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Nigella Lawson Serves up Italian Fantasy with Nigellissima

By Periscope @periscopepost
Nigella Lawson: Italian domestic goddess. Photo Credit: Smaku Nigella Lawson: Italian domestic goddess. Photo Credit: Flickr.

The background

Nigella sticks to what she does best in Nigellissima, her new BBC2 show that premiered last night. She cooks up her signature mix of sex and food, in a kitchen that will induce pangs of jealousy and with a menu that will no doubt induce many a cardiac arrest. Her focus here is an exploration of Italian cooking with, as the creative title would suggest, a Nigella twist.

Italianate cooking

Nigellissima is Nigella’s foray into the food of her gastronomic home: Italy. Typically, she takes Italian classics and exposes them to her unique treatment. The Telegraph observed that “she gave a British twist to certain Italian dishes – one such being pizza and meatballs to make a fun looking, crustless children’s meal called ‘meatzza.’”  She is perfectly suited to this entertaining form of cooking, said the The Telegraph: “She understands the emotional significance of food better than anyone else around. She really gets that taste can evoke and influence mood. And she gets that most of us are quite lazy, hence her taking the bold flavours of Italy and applying her ‘express’ approach to them.” The Independent praised that “she is positively Sophia Lorenesque here, which fits rather nicely with the food – a kind of naturalised Notting Hill version of Italian dishes.”

Fantasy kitchen

The Guardian’s Sam Wollaston made the decision to cook along with Nigella, to put her express approach to the test. The result was less an investigation into the ease of her recipes, and more of an exercise in Nigella lifestyle envy. Commenting on her perfect kitchen, he said. “I have to make repeated dashes to the shops to fetch loveliness in packets, because I don’t have those pots. And in my kitchen all that hangs from the ceiling is spaghetti, from doing the is-it-cooked ceiling test.” Wollaston argued that part of Nigella’s appeal is the fantasy that she provides. “For she is very good at one thing, and one thing only, and that is feeding our fantasies about cooking perfect food, in a perfect kitchen, with a perfect smile, while never losing our composure, breaking anything, or running out of crucial ingredients,” praised The Telegraph’s Nigel Farndale.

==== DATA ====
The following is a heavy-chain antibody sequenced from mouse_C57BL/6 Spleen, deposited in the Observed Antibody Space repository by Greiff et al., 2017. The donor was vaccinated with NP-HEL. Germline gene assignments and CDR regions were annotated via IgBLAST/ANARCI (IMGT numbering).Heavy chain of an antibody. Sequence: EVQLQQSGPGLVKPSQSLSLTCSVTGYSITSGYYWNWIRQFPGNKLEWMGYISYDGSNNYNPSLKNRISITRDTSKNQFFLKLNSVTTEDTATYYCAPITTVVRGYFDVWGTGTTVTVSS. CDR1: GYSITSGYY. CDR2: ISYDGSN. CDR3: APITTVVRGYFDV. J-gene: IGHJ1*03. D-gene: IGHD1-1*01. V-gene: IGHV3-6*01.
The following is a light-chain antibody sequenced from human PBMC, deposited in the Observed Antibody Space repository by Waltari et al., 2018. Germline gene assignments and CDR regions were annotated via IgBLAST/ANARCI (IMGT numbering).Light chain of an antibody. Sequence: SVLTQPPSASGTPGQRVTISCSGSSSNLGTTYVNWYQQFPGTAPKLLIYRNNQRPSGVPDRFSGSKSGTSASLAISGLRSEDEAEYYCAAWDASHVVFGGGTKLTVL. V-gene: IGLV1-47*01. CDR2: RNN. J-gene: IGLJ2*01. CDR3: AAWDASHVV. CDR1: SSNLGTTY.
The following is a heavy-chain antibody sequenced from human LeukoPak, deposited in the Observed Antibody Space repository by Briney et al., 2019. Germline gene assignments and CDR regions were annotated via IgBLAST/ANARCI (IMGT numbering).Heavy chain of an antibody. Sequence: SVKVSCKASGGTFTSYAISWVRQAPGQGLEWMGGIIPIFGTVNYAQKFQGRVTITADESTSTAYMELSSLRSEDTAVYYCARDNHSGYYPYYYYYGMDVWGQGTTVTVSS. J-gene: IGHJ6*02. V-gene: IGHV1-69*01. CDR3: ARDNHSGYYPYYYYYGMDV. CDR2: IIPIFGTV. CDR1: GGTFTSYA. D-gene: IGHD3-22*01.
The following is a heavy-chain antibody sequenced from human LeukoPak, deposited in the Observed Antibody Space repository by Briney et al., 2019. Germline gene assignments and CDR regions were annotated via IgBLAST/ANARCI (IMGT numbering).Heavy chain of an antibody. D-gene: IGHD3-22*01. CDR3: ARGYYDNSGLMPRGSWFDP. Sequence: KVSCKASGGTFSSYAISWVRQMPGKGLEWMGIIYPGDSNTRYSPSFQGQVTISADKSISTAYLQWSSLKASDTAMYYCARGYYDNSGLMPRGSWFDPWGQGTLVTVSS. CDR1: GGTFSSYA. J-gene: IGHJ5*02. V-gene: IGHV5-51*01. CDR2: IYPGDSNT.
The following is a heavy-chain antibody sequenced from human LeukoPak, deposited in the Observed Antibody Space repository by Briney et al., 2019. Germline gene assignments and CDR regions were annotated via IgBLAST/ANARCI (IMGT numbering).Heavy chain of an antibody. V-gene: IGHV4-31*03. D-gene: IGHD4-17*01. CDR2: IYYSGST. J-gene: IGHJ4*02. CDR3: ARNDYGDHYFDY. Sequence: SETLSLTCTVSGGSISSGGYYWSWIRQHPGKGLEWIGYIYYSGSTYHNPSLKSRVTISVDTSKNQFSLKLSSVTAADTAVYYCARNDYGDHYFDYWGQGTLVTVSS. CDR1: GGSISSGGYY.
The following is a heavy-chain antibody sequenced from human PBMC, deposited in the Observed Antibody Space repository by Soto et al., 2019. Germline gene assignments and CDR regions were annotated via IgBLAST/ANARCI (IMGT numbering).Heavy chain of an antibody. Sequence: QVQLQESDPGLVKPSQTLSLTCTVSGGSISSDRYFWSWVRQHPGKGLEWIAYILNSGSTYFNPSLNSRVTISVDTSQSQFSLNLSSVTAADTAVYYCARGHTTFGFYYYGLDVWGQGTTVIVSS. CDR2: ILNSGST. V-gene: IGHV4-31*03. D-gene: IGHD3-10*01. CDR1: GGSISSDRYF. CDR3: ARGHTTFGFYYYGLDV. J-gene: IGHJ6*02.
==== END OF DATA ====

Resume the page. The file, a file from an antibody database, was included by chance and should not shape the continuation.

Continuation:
Gluttonous overload

Despite its sumptuous appeal, it seems that Nigella’s Italian feast is certainly not for the weak hearted. The Times called her “a sexy version of the Very Hungry Caterpillar” who is credited with telling us, like a culinary Gordan Gekko, that “greed is good.” Her fearless inclusion of food so good it’s actually naughty seems to be both appealing and risky. “The dance between food-fantasy and food-reality is always a giddy one when she’s around, and I don’t see how that can possibly harm anyone … except the NHS,” joked The Times.

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